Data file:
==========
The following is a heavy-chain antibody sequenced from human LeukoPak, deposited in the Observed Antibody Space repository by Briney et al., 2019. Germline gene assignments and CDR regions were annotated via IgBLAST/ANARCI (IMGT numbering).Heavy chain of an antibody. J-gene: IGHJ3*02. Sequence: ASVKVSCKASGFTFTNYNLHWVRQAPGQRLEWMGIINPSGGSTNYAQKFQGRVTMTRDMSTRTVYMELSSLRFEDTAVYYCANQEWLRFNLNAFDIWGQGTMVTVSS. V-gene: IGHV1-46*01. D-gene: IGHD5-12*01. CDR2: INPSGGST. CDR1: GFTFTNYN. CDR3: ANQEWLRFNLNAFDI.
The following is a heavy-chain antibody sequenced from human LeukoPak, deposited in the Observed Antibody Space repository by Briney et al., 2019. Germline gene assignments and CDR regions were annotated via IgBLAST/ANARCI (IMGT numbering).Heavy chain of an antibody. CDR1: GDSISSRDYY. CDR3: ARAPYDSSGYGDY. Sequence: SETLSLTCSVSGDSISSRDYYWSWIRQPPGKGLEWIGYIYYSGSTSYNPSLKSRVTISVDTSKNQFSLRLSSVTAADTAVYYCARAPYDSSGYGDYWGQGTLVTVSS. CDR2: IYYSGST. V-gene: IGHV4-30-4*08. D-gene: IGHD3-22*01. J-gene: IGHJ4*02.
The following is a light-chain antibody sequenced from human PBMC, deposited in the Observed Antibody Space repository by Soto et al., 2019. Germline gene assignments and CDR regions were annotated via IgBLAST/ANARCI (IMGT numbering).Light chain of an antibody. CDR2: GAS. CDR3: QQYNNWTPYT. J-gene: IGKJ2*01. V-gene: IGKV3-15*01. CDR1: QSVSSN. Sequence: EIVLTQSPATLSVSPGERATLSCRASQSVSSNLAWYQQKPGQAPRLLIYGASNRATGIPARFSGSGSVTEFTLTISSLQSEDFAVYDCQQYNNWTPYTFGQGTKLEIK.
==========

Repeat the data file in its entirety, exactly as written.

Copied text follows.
The following is a heavy-chain antibody sequenced from human LeukoPak, deposited in the Observed Antibody Space repository by Briney et al., 2019. Germline gene assignments and CDR regions were annotated via IgBLAST/ANARCI (IMGT numbering).Heavy chain of an antibody. J-gene: IGHJ3*02. Sequence: ASVKVSCKASGFTFTNYNLHWVRQAPGQRLEWMGIINPSGGSTNYAQKFQGRVTMTRDMSTRTVYMELSSLRFEDTAVYYCANQEWLRFNLNAFDIWGQGTMVTVSS. V-gene: IGHV1-46*01. D-gene: IGHD5-12*01. CDR2: INPSGGST. CDR1: GFTFTNYN. CDR3: ANQEWLRFNLNAFDI.
The following is a heavy-chain antibody sequenced from human LeukoPak, deposited in the Observed Antibody Space repository by Briney et al., 2019. Germline gene assignments and CDR regions were annotated via IgBLAST/ANARCI (IMGT numbering).Heavy chain of an antibody. CDR1: GDSISSRDYY. CDR3: ARAPYDSSGYGDY. Sequence: SETLSLTCSVSGDSISSRDYYWSWIRQPPGKGLEWIGYIYYSGSTSYNPSLKSRVTISVDTSKNQFSLRLSSVTAADTAVYYCARAPYDSSGYGDYWGQGTLVTVSS. CDR2: IYYSGST. V-gene: IGHV4-30-4*08. D-gene: IGHD3-22*01. J-gene: IGHJ4*02.
The following is a light-chain antibody sequenced from human PBMC, deposited in the Observed Antibody Space repository by Soto et al., 2019. Germline gene assignments and CDR regions were annotated via IgBLAST/ANARCI (IMGT numbering).Light chain of an antibody. CDR2: GAS. CDR3: QQYNNWTPYT. J-gene: IGKJ2*01. V-gene: IGKV3-15*01. CDR1: QSVSSN. Sequence: EIVLTQSPATLSVSPGERATLSCRASQSVSSNLAWYQQKPGQAPRLLIYGASNRATGIPARFSGSGSVTEFTLTISSLQSEDFAVYDCQQYNNWTPYTFGQGTKLEIK.